Removing the dustjacket, the book itself is red underneath, with, as usual, the title, author and Tolkien’s monogram logo foil stamped in gold on the spine. Opening it, we are treated to a sheet of glossy paper which features the original image in which the cover art is based as a facsimile. Opening the book further, we get the table of contents as well as the text of the book. There are facsimiles included, though they are not in colour, and are printed on standard paper. I’ve got to say, it’s neat that Harper Collins chose to put in a few more images than is custom into this book. There’s nothing wrong with none, but it’s neat that they’re there. In future editions of some of the books I’ve covered, I can see little things like these added in, where appropriate to the book. That’s not a guarantee, however, just some thoughts aloud. And that’s pretty much it!

Why did I get it: They say not to judge a book by it’s a cover, but once I saw the book itself and had a quick (respectful) flip-through at the book store, I was sold on it by presentation, artwork, etc. Also, I didn’t plan it this way, but it seems fitting that most likely (because never say never!) the final title I’ll add to ‘the shelf’ would be one of Tolkien’s earliest writings.

Who would I recommend this edition to: Since this book is so new, aside from the ebook, this is the only edition that’s out at this time. However, the deluxe is out later this year, and the paperback next year. If you’ve enjoyed Sigurd & Gudrun, The Fall of Arthur and Beowulf, and you want a print copy of the book, and to see the artwork, facsimiles etc, then you should pick this up.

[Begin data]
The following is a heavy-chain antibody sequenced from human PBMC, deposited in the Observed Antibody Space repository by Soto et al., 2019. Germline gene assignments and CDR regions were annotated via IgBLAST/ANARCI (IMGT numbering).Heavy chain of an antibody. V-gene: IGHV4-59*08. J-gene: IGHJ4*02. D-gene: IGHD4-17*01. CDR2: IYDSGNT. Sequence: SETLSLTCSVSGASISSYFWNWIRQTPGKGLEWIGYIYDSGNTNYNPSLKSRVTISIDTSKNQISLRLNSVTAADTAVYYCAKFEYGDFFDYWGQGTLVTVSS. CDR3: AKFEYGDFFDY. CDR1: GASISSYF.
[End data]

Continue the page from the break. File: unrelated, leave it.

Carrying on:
“Should I wait for a better one?” : the book pretty much just came out, there most likely won’t be a better one for quite some time. When the book is reissued or republished, it could very well just be reprinted.

Overall: As mentioned, there are some books on my shelf that are not for everyone, and a bit trickier to recommend than others. This would be one of them. I say this because, like The Fall of Arthur, this is an unfinished fragment, and the book itself is fairly small. However, there’s lots of extra content to accompany what Tolkien did write. If you’ve been following my shelf as a I went along on it, or you own all the Tolkien hardbacks mentioned thus far (in the exact same editions as mine or different) and you’re missing this one, pick it up to round out your collection.

And that concludes my series of posts about what’s on my primary Tolkien shelf! There are other books I own which I’ll cover, and other Tolkien products I own which I’ll write about. Of course, not all of the Tolkien Tuesday posts will be about the material items I down, that’s just how I found best to kick off the weekly installments.

I hope you enjoyed, and that this series of ‘shelf posts’ may serve as “Which edition of The Hobbit should I get?” for example, or “what titles am I missing?”

Next week, I’ll tell you about what I own exclusively for collecting purposes…My “Do Not Read” editions.